'Minding the Gap' Director Bing Liu Reveals He Sometimes "Wanted to Give Up" at Cinema Eye Honors

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From left: 'Minding the Gap's' Bing Liu, RaMell Ross, Sandi Tan and Robert Greene

The Cinema Eye honors celebrated the year's nonfiction films at a ceremony in New York on Thursday night.

Free SoloHale County This Morning, This Evening; and Minding the Gap were the big winners at the Cinema Eye Honors on Thursday night. Hale County received the award for outstanding achievement in nonfiction feature filmmaking, and Minding the Gap — a story of three young men who bond over skating and struggle as they enter adulthood — took home the awards for outstanding achievement in direction, editing and debut feature for helmer Bing Liu. 

“There were a lot of times I wanted to give up, and I’m sure a lot of you might have experienced this when you were first getting started. But you watch films and you hear it took them six years or seven years to make this and I think that helps you believe and want to keep going too," Liu said during the ceremony.

Free Solo took home prizes for outstanding achievement in production and cinematography, and it also won the Audience Choice award. Directed by Jimmy Chin and Elizabeth Chai Vasarhelyi, the National Geographic documentary chronicles climber Alex Honnold’s free solo climb of El Capitan in Yosemite.

“It pushed all of us to bring our best and reinforced a lot of ideas about trust and teamwork that have always been there, but not where the stakes were this high,” Chin told The Hollywood Reporter about how the film pushed him as an artist. “It was good to see what you’re capable of doing when the cards are down.”

“In this time when we are so divided and it feels like we can’t accomplish anything, Alex has shown how with years of hard work, a vision, determination, discipline, you can achieve your dreams,” Vasarhelyi added from the podium.

The ceremony was hosted by Academy Award-nominated filmmaker Steve James, who also received the award for outstanding achievement in a nonfiction series for broadcast for America to Me on Starz. The series chronicles the shortcomings and prejudices in one American public school.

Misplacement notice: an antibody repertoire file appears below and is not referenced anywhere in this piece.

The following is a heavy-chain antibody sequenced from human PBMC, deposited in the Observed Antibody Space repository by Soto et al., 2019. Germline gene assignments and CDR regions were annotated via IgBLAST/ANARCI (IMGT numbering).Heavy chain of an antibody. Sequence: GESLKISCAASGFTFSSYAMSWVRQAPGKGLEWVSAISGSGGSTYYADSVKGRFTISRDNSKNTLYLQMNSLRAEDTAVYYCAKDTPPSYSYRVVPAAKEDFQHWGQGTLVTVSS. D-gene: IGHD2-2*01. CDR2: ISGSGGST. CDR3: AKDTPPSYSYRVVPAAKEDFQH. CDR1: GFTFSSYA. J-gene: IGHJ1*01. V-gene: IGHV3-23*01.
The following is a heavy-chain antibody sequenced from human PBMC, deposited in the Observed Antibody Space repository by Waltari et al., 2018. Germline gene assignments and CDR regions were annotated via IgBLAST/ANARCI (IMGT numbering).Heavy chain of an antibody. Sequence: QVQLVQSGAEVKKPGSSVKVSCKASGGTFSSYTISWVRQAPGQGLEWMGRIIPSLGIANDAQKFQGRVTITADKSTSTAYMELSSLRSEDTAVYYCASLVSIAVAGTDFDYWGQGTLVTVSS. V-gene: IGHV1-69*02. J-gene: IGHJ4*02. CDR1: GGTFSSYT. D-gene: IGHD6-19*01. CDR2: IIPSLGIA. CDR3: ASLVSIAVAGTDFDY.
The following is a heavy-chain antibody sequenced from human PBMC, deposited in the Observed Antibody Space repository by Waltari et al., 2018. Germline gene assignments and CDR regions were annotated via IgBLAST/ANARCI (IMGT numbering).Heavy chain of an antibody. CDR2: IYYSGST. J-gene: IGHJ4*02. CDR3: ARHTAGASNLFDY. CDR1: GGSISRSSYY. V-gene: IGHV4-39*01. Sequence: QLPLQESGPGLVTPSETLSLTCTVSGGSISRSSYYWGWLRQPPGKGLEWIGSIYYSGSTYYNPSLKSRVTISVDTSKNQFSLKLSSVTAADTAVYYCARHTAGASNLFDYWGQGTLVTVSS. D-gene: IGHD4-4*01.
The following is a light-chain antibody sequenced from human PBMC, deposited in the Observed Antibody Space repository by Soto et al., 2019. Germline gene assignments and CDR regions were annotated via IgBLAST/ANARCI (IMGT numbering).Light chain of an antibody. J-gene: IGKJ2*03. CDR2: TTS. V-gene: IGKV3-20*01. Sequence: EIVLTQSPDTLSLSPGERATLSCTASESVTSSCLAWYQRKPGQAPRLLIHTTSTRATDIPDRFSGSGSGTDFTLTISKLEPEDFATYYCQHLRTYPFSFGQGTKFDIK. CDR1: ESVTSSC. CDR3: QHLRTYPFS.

Another big winner from the night was Sandi Tan’s Shirkers. The writer and filmmaker’s personal documentary about her own journey through her past received honors for outstanding achievement in animation and score.

The Distant Barking of Dogs received the spotlight award, My Dead Dad’s Porno Tapes received outstanding achievement in nonfiction short filmmaking, and Sonja Sohn’s HBO documentary Baltimore Rising received outstanding achievement in a nonfiction film for broadcast. The Legacy Award was given to the 1987 PBS documentary Eyes on the Prize about the civil rights movement. Director Callie Crossley and producer Jon Else accepted the award.

“This is a particular take of a particular group of people in Boston looking at a particular decade in the liberation struggle, the struggle for equity that began 400 years ago and is going to go on long after we’re gone. This struggle is not by any means finished,” Else said.

“I just want to make it clear that those of you who are fighting the good fight for us now," Else added. "There are lots of other new takes on this same history. This is a living history. This struggle is going on today. We’re counting on you to go back and retell the same story every generation, and we’re counting on your to chronicle the struggle as it unfolds going forward.”